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How to Become Valedictorian

by Sydney Schoen

Graduating from high school is a time of realization for many.  For some, it’s filled with the regret of not pushing––not pushing one self to stay up the extra hour and a half to finish the Chemistry assignment, not pushing one self out of the norm and joining any clubs, not pushing one self to be active in the community. 

For some, it’s an opportunity to reflect on the friends made and fun had; it’s a time to reflect on the achievements garnered and the hard work that paid off. And, as the valedictorian is announced and his or her résumé is introduced, graduation becomes a time of congratulations as the ultimate tribute to hard work stands before his or her peers, smiles, and begins the address.  

The road to becoming a valedictorian is one paved with competition. It is not only a necessity to achieve all “A’s,” but to achieve the highest of “A’s” in some of the most difficult courses. In order to achieve the highest weighted Grade Point Average (GPA), which is the determining factor in the selection of valedictorian, one must take courses with a high “weight”––the higher the weight combined with the higher the grade culminates in a greater weighted GPA. To succeed at the premier level, class selection is immensely important.

“Graduating at the top of the class can be competitive based upon the courses students choose to take beginning freshman year,” Mark Schroeder, Director of College and Career Readiness for Texas High School, said. “Courses are weighted based upon the designed rigor of each type of course: Advanced Placement (AP), Dual Credit (DC), Pre-Advanced Placement (Pre-AP), and regular-type courses. Juniors and seniors [at Texas High] are also encouraged to participate in Independent Research, which allows students to remain in regular weighted courses, such as Music, Drill Team, Cheer, or athletics, and still earn a higher weight in courses they enjoy participating.”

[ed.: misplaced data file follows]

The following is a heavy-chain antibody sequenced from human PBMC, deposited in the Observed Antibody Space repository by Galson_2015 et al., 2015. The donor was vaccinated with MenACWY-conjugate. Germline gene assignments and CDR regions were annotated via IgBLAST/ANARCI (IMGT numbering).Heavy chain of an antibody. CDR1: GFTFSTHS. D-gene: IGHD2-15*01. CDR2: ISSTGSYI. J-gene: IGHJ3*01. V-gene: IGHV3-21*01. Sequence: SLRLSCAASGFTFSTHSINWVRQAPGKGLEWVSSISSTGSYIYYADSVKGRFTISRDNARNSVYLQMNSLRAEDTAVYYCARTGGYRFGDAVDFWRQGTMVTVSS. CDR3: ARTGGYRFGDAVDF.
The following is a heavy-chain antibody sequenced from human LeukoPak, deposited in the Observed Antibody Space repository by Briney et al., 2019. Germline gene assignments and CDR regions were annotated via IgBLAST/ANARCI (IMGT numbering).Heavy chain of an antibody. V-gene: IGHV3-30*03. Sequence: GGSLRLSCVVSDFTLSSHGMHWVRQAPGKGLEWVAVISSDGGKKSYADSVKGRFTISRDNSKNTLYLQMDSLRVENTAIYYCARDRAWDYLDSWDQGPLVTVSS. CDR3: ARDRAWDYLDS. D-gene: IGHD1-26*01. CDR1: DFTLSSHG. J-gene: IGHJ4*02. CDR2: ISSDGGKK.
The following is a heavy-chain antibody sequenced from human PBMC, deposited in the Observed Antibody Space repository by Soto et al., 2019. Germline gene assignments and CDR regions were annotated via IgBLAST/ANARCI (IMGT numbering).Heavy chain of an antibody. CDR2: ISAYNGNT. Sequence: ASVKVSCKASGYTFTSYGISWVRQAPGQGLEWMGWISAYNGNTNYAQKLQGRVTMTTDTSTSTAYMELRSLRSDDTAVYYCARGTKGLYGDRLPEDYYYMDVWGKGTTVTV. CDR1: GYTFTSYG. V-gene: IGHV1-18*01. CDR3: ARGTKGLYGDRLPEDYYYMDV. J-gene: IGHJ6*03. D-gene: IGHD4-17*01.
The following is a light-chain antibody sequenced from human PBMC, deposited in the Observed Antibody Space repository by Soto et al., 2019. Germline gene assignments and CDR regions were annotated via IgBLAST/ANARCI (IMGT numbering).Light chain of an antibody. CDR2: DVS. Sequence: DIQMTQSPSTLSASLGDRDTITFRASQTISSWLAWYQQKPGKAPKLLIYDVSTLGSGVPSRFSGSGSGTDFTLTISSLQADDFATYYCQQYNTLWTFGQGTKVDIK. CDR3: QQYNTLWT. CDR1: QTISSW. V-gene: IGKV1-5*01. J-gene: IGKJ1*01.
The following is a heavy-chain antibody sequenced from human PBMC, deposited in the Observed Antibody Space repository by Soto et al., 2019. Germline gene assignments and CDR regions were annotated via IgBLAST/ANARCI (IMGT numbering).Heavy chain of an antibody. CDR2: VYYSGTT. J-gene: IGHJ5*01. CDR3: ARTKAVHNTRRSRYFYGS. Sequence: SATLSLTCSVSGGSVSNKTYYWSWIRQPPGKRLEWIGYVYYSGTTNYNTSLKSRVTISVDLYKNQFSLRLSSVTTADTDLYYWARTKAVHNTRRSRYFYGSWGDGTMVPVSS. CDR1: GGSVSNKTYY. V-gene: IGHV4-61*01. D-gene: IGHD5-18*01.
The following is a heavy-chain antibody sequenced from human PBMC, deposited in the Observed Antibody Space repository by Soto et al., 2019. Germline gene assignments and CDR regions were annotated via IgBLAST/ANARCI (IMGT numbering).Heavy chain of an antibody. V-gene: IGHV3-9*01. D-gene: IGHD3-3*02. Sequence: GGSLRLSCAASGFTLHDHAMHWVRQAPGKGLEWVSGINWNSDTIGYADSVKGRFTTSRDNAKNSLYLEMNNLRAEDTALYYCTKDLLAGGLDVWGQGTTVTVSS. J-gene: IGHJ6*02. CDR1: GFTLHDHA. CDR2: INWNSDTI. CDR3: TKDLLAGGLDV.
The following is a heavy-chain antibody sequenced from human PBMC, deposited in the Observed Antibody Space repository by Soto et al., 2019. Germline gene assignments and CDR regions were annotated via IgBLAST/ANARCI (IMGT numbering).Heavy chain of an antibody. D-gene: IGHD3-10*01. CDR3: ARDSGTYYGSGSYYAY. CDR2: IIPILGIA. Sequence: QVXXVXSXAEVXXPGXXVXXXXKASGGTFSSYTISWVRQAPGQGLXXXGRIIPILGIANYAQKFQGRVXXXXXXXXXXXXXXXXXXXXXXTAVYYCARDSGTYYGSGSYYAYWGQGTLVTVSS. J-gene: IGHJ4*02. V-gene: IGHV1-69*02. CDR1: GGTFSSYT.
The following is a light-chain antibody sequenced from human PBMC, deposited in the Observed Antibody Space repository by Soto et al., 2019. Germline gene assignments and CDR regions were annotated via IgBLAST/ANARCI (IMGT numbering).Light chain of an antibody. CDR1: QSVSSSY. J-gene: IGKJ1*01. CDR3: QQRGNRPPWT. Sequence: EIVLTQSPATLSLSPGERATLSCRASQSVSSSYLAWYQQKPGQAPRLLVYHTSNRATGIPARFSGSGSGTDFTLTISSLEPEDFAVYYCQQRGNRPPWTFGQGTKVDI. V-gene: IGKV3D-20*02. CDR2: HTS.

Taking higher weighted courses not only aids those aiming for the top, but also aids those who take the collegiate process seriously and wish to heighten their résumé from the beginning.

“Many times the weighted GPA can be quite close, and the number of advanced classes throughout the four years can make even a small difference for someone to earn the top spot at Texas High School,” Schroeder said. “Students are encouraged to take the more rigorous courses since, after the top two spots, students are working towards having the designation as honor graduates, which supports a student’s résumé.”

Mason Rostollan, Arkansas High School ’14 graduate and valedictorian, began his valedictorian journey during his sophomore year, having already established himself as a top-ranked student.

“I began working toward valedictorian in my sophomore year when my counselor told me that I was tied for the position with two other students,” Rostollan said. “I took Advanced Placement classes, which have a [higher] weighted GPA, in order to gain a lead over other students. Each night, I could usually expect around four hours of homework once I finished club meetings and extracurricular activities. To become valedictorian, one has to take a more rigorous schedule, but there are appealing classes for everyone. For example, my senior year, I took three advanced science classes because they looked fun to me.”

Rostollan credits the teaching staff at Arkansas High for allowing him the opportunity to master the skills necessary to not only thrive academically, but thrive on a real-world level as well.